The post-war years
[ St Albans Centennial Book (1905-2005) ]
When normal competitions resumed with a 10-team competition - with the bottom two to be relegated at summer's end - St Albans had the mortification to finish ninth, ahead of only Technical Old Boys. It was only saved from losing its senior status by the support of the other original open clubs.
They feared that closed clubs would eventually be in the majority. Old Boys and Old Collegians had been joined by West Old Boys and Technical Old Boys. St Albans was reprieved by a motion that the senior competition be comprised of six open clubs and two closed clubs.
St Albans justified its retention by climbing to fifth in 1946/47, and providing left-arm spin bowler Tom Burtt to the New Zealand team which played Walter Hammond's English tourists. Burtt, also skilled with a hockey stick, thus became a double international. He was to capture more than 100 wickets on the 1949 tour to England, and represent New Zealand until 1953.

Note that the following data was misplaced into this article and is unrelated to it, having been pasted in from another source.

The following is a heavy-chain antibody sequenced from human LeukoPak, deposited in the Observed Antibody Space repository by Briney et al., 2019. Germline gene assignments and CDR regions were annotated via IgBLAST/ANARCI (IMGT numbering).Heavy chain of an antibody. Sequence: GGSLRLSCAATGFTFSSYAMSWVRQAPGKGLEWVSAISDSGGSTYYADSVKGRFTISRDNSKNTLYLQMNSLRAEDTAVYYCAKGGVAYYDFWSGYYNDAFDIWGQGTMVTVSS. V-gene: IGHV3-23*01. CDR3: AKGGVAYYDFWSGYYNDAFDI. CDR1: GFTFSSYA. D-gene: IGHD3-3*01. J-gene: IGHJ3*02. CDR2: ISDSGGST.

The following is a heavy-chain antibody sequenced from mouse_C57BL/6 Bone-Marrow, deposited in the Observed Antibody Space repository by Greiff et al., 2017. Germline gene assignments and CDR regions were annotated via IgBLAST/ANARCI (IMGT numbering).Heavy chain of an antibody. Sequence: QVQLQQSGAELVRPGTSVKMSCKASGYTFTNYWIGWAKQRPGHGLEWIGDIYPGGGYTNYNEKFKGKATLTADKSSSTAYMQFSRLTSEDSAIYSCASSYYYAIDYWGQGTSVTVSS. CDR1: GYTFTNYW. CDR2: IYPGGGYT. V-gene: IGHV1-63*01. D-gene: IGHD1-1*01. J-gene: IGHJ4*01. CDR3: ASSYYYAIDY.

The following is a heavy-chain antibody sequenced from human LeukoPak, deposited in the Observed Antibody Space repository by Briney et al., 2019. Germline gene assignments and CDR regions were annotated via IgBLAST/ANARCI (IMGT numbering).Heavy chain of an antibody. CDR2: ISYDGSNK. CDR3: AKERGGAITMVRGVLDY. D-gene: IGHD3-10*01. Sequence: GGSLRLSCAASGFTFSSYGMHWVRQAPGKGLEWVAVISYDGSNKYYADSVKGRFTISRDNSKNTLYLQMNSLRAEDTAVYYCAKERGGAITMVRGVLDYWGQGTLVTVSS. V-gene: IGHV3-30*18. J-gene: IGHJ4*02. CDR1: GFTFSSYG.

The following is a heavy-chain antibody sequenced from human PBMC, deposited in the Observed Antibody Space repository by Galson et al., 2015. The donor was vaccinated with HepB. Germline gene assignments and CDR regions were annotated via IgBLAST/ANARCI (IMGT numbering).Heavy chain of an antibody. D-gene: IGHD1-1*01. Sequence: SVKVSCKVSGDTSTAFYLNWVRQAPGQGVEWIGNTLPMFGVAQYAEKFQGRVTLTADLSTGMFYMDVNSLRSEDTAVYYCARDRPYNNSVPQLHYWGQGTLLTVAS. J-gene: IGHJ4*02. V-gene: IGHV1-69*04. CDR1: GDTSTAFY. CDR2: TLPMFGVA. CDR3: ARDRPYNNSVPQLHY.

In 1948/49 the seniors created a club record high score of 513 against West Christchurch, the innings occupying the whole first day. English player-coach L F Townsend led the way with 105 not out, Graham Coull made 101, Frank O'Brien 91, Zin Harris 89, and Jack Smith 59. A week later West's openers raced on 247 runs before the side collapsed from 350 for four to be all out for 419.